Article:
Heatwave in India: Your body becomes dehydrated when it doesn’t have enough water to function properly. Depending on how much bodily fluid is lost, dehydration can be mild, moderate, or severe.
With the temperature rising steadily all across the country, health issues like heat strokes, dehydration, uneasiness etc are being reported frequently. And if you workout regularly there is a high chance you might face one of these issues soon, therefore if you’re engaging in a lot of physical activity or sweating a lot, you are at high risk of dehydration. It’s recommended to keep sipping electrolyte solutions through long workouts.
What is Dehydration?
Dehydration is a condition brought on by excessive fluid loss from the body. It occurs when your body lacks the necessary fluids to function properly because you are losing more fluids than you are consuming.
What Causes Dehydration?
You can become dehydrated because of:
– Sweating too much
– Urinating too much, which can happen because of certain medicines and illnesses
– Not drinking enough
Signs and Symptoms of Dehydration
A lot of us suffer from uncomfortable symptoms in summer without realizing its root cause.
The key signs and symptoms of dehydration to look out for are:
– Intense thirst
– Dry mouth
Medical evidence suggests that being chronically dehydrated can cause constipation, dry skin and decreased yellow urination.
Who is at Risk for Dehydration?
Dehydration is more likely to occur in certain individuals:
– Senior citizens- As they become older, some people lose their sensation of thirst and don’t get enough water.
– Infants and toddlers are more prone to experience vomiting or diarrhoea
– People with long-term conditions including diabetes, cystic fibrosis, or renal issues that make them pee or perspire more frequently
– Individuals who take medications that increase their need to urinate or sweat
– Those who workout or exercise outdoors in the scorching sun
Remedy For Dehydration
Is drinking water the remedy for dehydration? No! Drinking too much plain water devoid of electrolytes can aggravate problems by draining your electrolyte stores further.
You might just need to hydrate well in mild instances. Sports drinks might be useful if you have lost electrolytes. There are other paediatric oral rehydration products available. These are all available without a prescription. In hospitals, severe cases may be treated with intravenous (IV) fluids and salt.
Make sure to drink fluids along with electrolytes. This can be done by adding sodium, potassium and magnesium to your water. Include fruits like bananas and coconut water as they are rich sources of potassium and naturally contain electrolytes.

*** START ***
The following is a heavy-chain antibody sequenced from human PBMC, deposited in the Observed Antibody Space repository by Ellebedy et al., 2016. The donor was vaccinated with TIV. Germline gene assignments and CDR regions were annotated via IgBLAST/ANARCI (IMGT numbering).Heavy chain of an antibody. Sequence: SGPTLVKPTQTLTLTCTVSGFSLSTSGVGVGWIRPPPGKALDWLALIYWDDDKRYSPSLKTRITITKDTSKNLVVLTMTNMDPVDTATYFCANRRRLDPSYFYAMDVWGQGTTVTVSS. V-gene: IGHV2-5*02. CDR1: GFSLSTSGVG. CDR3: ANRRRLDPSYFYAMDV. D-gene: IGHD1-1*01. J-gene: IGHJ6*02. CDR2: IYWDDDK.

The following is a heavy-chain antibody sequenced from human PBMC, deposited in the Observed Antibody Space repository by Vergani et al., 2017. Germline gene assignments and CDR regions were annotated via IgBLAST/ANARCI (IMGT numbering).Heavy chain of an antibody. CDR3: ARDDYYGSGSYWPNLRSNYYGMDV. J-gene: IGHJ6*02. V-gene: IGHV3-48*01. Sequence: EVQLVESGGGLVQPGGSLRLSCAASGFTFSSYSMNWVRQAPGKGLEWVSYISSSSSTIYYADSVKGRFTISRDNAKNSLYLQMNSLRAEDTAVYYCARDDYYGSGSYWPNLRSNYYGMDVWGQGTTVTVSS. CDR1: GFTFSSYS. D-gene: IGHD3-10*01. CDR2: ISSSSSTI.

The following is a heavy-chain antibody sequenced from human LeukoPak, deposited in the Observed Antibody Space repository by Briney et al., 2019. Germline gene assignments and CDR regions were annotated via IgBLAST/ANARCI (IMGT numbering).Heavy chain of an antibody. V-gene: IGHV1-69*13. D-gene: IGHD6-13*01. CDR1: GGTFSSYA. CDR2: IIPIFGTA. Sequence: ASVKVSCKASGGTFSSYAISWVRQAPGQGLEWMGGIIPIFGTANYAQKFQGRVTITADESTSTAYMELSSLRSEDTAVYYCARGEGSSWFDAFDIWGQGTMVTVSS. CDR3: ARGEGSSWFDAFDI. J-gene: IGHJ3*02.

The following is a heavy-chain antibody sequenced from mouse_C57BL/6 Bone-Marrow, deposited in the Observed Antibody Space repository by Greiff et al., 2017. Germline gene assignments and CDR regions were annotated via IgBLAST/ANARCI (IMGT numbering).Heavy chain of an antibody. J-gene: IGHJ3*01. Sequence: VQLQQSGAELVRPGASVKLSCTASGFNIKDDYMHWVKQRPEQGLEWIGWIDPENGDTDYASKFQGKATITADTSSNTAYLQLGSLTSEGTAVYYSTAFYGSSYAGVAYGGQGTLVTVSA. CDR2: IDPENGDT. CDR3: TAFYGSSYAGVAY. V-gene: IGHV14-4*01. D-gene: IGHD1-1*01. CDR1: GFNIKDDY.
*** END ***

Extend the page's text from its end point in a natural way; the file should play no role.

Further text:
How to get your sodium, magnesium and potassium in your daily diet:
Sodium: Add healthy natural salts like Pink Himalayan salt or sea salt to your water, beverages or foods.
Magnesium: The vast majority of the population today is magnesium deficient. And it is difficult to get adequate amounts through food alone. Our soils are depleted of minerals. Supplementation is the recommended choice. Chelated forms such as Magnesium glycinate are the most effective.
Potassium: Opt for potassium-rich foods like bananas, coconut water, seafood, sweet potatoes, and avocados. Supplementation can be done if higher intakes are required but caution must be exercised since high amounts of potassium can be dangerous.
Ways of Preventing Dehydration
Keep these tips handy to prevent dehydration, especially during summertime to avoid unconsciousness and discomfort.
– Keep a water bottle at your side and in plain sight.
– Infuse your water with organic ingredients like fresh strawberries, cucumbers, and lemon or orange slices. Other excellent options are seltzer water.
– Eat more fruit and vegetables that are high in water content. In actuality, 90% of the liquid present in cantaloupe, watermelon, leafy greens, and tomatoes is water.
– After working out, have electrolytes or coconut water.
– If you already feel dehydrated, stay away from alcohol because it will cause further fluid loss.
(This article is meant for informational purposes only and must not be considered a substitute for the advice provided by qualified medical professionals.)